Kevin Owocki: How DeFi ‘Degens’ Are Funding the Next Wave of Open-Source Development

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In 2020, decentralized finance was Ethereum’s trend of the year – and with that honor came a thousand new terms and even more memes. But more importantly, the success of DeFi proved an essential quality of Ethereum this year: that real high-volume apps are possible on the still-nascent network.

New protocols shipped, new tokens were issued and the total value locked (TVL) in decentralized finance protocols surged. Ethereum’s culture evolved. People began speaking of degens, short for degenerate gamblers, as thousands of pseudonymous, money-hungry token-holders blindly sought yield in sometimes questionable assets.  

This post is part of CoinDesk’s 2020 Year in Review – a collection of op-eds, essays and interviews about the year in crypto and beyond. Kevin Owocki is the founder of Gitcoin, a project that funds public goods with blockchain-based technology, and he wants you to quit your job to code.  

Given how meme-driven this craze was, it was not long before it spread through the whole of Crypto Twitter. Prominent Ethereum accounts tweeted about their favorite degen opportunities and walked back statements after these unaudited projects were inevitably hacked. There was plenty of action to be had though it was hardly fulfilling or sustainable.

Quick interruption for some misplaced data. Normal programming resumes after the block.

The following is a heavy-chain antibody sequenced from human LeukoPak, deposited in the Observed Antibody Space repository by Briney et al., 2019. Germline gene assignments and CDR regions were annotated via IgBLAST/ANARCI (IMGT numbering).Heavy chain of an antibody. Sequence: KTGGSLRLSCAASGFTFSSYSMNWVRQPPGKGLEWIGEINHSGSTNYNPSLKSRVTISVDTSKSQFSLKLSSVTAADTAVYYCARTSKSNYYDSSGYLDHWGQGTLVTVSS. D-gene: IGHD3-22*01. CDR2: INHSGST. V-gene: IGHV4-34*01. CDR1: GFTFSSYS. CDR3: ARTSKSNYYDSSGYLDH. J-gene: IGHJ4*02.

As autumn turned to winter, degen finance had run its course. We look back at the period as a pinnacle of debauchery and greed, but the story is more complicated. The growth of degen finance has created a massive increase in TVL in many novel open financial protocols, some with staying power, and has led to the rise of what I call regenerative finance.

Regenerative finance is a cultural preference for the funding of community and the public good over (or in parallel to) projects that are expected to produce a return for the funder. In the startup world, GiveFirst means trying to help anyone – especially entrepreneurs – with no expectation of getting anything back. Regenerative finance is Web 3.0’s answer to Silicon Valley’s GiveFirst. 

And it could only have come after this summer’s DeFi degeneracy. Here is what the rise of regenerative finance in the Ethereum community summer 2020 looked like:

  • In August, YFI, one of the most prominent yield farming projects, announced plans to direct a percentage of rewards towards Ethereum development for everyone.  
  • It was announced that Yam Finance directed 1% of its future treasury to Gitcoin Grants’ public goods funding.   
  • In total, over 20 funds, projects, or community members, directed over $2 million to the Gitcoin Grants Multisig in the summer/autumn of 2020. All of this money is slated for public goods funding.

Public goods are an important class of goods in economics – these are goods that are consumed by anybody and everybody. In our physical world roads, bridges, clean air and clean water are public goods. Open-source software is the foundation of our digital infrastructure and the equivalent of a public good in the digital world.